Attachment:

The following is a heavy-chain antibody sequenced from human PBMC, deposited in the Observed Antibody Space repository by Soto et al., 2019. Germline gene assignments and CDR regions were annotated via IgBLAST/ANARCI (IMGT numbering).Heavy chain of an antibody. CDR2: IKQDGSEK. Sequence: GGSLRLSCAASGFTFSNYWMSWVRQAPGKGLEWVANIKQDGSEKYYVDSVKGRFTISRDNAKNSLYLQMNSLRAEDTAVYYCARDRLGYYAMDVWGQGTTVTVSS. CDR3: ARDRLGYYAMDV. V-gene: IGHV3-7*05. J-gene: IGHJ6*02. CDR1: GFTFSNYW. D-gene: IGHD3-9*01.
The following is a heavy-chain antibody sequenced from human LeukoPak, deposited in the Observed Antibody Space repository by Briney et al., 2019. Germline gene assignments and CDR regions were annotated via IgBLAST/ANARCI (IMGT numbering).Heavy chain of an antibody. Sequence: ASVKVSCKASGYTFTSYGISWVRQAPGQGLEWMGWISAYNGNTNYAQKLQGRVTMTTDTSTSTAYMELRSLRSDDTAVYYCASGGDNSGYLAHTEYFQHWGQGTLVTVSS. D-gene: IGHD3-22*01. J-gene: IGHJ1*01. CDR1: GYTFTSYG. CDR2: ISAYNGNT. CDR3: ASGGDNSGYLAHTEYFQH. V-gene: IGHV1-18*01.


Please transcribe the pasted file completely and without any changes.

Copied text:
The following is a heavy-chain antibody sequenced from human PBMC, deposited in the Observed Antibody Space repository by Soto et al., 2019. Germline gene assignments and CDR regions were annotated via IgBLAST/ANARCI (IMGT numbering).Heavy chain of an antibody. CDR2: IKQDGSEK. Sequence: GGSLRLSCAASGFTFSNYWMSWVRQAPGKGLEWVANIKQDGSEKYYVDSVKGRFTISRDNAKNSLYLQMNSLRAEDTAVYYCARDRLGYYAMDVWGQGTTVTVSS. CDR3: ARDRLGYYAMDV. V-gene: IGHV3-7*05. J-gene: IGHJ6*02. CDR1: GFTFSNYW. D-gene: IGHD3-9*01.
The following is a heavy-chain antibody sequenced from human LeukoPak, deposited in the Observed Antibody Space repository by Briney et al., 2019. Germline gene assignments and CDR regions were annotated via IgBLAST/ANARCI (IMGT numbering).Heavy chain of an antibody. Sequence: ASVKVSCKASGYTFTSYGISWVRQAPGQGLEWMGWISAYNGNTNYAQKLQGRVTMTTDTSTSTAYMELRSLRSDDTAVYYCASGGDNSGYLAHTEYFQHWGQGTLVTVSS. D-gene: IGHD3-22*01. J-gene: IGHJ1*01. CDR1: GYTFTSYG. CDR2: ISAYNGNT. CDR3: ASGGDNSGYLAHTEYFQH. V-gene: IGHV1-18*01.